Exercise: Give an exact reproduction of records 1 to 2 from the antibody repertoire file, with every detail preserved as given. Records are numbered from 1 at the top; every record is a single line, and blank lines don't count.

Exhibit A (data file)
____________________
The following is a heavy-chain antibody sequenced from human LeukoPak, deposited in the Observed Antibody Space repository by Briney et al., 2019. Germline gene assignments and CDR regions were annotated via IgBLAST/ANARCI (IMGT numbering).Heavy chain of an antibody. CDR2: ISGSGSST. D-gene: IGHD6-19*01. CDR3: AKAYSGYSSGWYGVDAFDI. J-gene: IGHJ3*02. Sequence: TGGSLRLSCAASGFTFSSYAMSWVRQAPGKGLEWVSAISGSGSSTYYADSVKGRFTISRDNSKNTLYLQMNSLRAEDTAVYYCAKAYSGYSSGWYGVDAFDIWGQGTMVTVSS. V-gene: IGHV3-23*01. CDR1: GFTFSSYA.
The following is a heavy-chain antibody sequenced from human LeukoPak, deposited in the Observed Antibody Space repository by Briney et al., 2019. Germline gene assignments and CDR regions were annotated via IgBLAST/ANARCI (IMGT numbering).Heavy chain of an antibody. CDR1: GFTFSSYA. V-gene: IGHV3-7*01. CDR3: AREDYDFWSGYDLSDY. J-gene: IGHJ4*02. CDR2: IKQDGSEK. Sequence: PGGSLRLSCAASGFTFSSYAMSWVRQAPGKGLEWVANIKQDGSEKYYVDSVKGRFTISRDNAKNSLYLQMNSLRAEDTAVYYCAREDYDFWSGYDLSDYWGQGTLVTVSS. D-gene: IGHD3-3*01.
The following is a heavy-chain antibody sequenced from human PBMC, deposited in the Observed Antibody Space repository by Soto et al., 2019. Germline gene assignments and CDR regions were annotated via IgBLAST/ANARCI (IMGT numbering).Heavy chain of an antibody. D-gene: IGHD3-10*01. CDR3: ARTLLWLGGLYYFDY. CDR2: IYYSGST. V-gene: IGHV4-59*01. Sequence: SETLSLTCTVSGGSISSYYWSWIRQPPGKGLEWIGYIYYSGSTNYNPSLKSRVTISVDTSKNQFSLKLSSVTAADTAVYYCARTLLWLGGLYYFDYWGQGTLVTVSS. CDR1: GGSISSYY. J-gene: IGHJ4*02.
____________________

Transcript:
The following is a heavy-chain antibody sequenced from human LeukoPak, deposited in the Observed Antibody Space repository by Briney et al., 2019. Germline gene assignments and CDR regions were annotated via IgBLAST/ANARCI (IMGT numbering).Heavy chain of an antibody. CDR2: ISGSGSST. D-gene: IGHD6-19*01. CDR3: AKAYSGYSSGWYGVDAFDI. J-gene: IGHJ3*02. Sequence: TGGSLRLSCAASGFTFSSYAMSWVRQAPGKGLEWVSAISGSGSSTYYADSVKGRFTISRDNSKNTLYLQMNSLRAEDTAVYYCAKAYSGYSSGWYGVDAFDIWGQGTMVTVSS. V-gene: IGHV3-23*01. CDR1: GFTFSSYA.
The following is a heavy-chain antibody sequenced from human LeukoPak, deposited in the Observed Antibody Space repository by Briney et al., 2019. Germline gene assignments and CDR regions were annotated via IgBLAST/ANARCI (IMGT numbering).Heavy chain of an antibody. CDR1: GFTFSSYA. V-gene: IGHV3-7*01. CDR3: AREDYDFWSGYDLSDY. J-gene: IGHJ4*02. CDR2: IKQDGSEK. Sequence: PGGSLRLSCAASGFTFSSYAMSWVRQAPGKGLEWVANIKQDGSEKYYVDSVKGRFTISRDNAKNSLYLQMNSLRAEDTAVYYCAREDYDFWSGYDLSDYWGQGTLVTVSS. D-gene: IGHD3-3*01.